Elected officials weigh in on issues
On Wednesday, Oct. 28, the seven candidates running for Town Council were among those who participated in a virtual Candidates’ Night. They faced a multitude of questions from the public, ranging from the broadband project, to climate change, the environment, mopeds, and traffic issues.
On Wednesday morning, Nov. 4, the makeup of the Town Council had been decided. André Boudreau was elected as First Warden over incumbent Ken Lacoste; Sven Risom was elected as Second Warden, and the at-large seats had two new members, Keith Stover and Mark Emmanuelle, with incumbent Martha Ball re-elected.
Here are the positions of the elected councilors on issues facing the town. The conversations have been edited for clarity and length.
Q: There has been a lot of talk of Block Island having a branding issue, and with that my questions are: 1) Do you think there is currently an issue with the way the island is perceived? 2) If elected, how would you look to alter Block Island’s current branding issues?
Martha Ball: I think we have two parallels, and I don’t like the term branding. We have a segment of the summer business community that is promoting their businesses. This summer was a nightmare, and I don’t think it was what we were expecting.
André Boudreau: I agree with Martha for the most part, but it was a disastrous summer. I think that I don’t like the word branding either. Everyone has a reason [for coming here] — for the nature trails, the laid back atmosphere. I think we still have that, but I do realize that there is a problem and I do think it could be an enforcement problem. I think we need to dedicate resources to keeping the rowdiness down.
Mark Emmanuelle: This has been building up for years and getting progressively worse every year. Our problem is we are reactive, [and] we have to be more proactive. Block Island will never not be magnetic to the people that visit us — they love it. We have a responsibility to stop the decline, [and] we have to start remembering who the people wearing the white hats on Block Island are.
Sven Risom: I think that the issue of the word branding is unique and uses advertising. Tourism [on the island] has done a nice job. I think we have an opportunity to get back to families.
Keith Stover: We had a summer that was a burden to public safety, health, and a major burden on the Town Council. I do think that goes to branding, and I think being a town that feels it controls its destiny is a part of the solution to that. We have a lot of challenges – this summer was mopeds. The moped issue is critical, but I think the bigger issue is a focus on long-term planning, which branding is a part of.
Q: Our community is much larger right now than it normally is this time of year. Our school population, refuse, water usage, etc. are all up. Once we have improved broadband, it will make it even easier for community members to work from here, distance learn from here, etc. What changes would you like to see for the community as a result of improved broadband?
MB: I think we just all want to have good broadband. The numbers are interesting — right now, I think it’s great for people. I think the question is what the town is going to do. I would look forward to a steady and more stable population before determining what happens here.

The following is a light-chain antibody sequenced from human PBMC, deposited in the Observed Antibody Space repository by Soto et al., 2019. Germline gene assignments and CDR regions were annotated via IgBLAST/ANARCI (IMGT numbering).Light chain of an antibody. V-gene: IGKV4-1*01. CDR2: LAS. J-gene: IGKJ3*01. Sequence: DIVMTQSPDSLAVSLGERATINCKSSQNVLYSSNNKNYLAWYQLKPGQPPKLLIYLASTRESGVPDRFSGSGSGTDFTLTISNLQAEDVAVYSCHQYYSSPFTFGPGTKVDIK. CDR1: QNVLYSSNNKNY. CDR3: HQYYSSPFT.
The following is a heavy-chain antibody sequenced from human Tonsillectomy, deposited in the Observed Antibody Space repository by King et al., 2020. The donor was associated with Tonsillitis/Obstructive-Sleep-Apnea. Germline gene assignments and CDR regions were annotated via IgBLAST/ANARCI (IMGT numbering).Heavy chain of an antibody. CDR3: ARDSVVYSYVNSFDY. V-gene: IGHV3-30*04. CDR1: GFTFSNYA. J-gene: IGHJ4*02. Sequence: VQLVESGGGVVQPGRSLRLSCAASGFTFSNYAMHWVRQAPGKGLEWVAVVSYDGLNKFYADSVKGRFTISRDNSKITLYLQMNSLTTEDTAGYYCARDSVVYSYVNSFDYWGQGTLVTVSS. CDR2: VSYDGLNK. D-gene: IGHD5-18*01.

AB: I think we need to keep a finger on the pulse of it, because we don’t have the connectivity yet. The people that are here – are they going to stay after Covid-19 is over? We don’t know. I can’t give a specific answer. We don’t have the technology yet.
ME: It’s undebatable that we need it. Let’s proceed with it.
SR: I do think broadband will have more of a result in year round residents. I think it’s going to go up and level off. It goes down to proactive planning, and thinking through the utilities. My belief is that broadband is great for the island, and [will provide] education and bring more stability.
KS: There’s a reason that matter passed unanimously at the Financial Town Meeting. If we want to grow or even hold our own in the world economy, we have to have broadband. It’s not debatable. I’m hopeful that one of the great things that comes out [of broadband] is better educational opportunities for the kids at the school.
Q: The New Shoreham Comprehensive Plan calls for the preservation, protection, and restoration of natural habitats here on Block Island. Many of these habitats offer protections from rising sea levels and strong storms. What specific actions would you propose to mitigate climate change here on Block Island, and what are your ideas on how we as a community might work together to address them?
MB: I think we are talking about dealing with more severe storms and higher water. My answer is this, and there are some simple things that can be done: elevate the Corn Neck Road a few feet, and [address] Bridgegate Square. I think that’s what we have to look at. It’s more dealing with what can be done.
AB: I’m going to agree with Martha, but I have a simple answer: vote for Democrats. Because the other party seems to deny [climate change]. The conservation groups have done an amazing job out here. We can fight this at the ballot.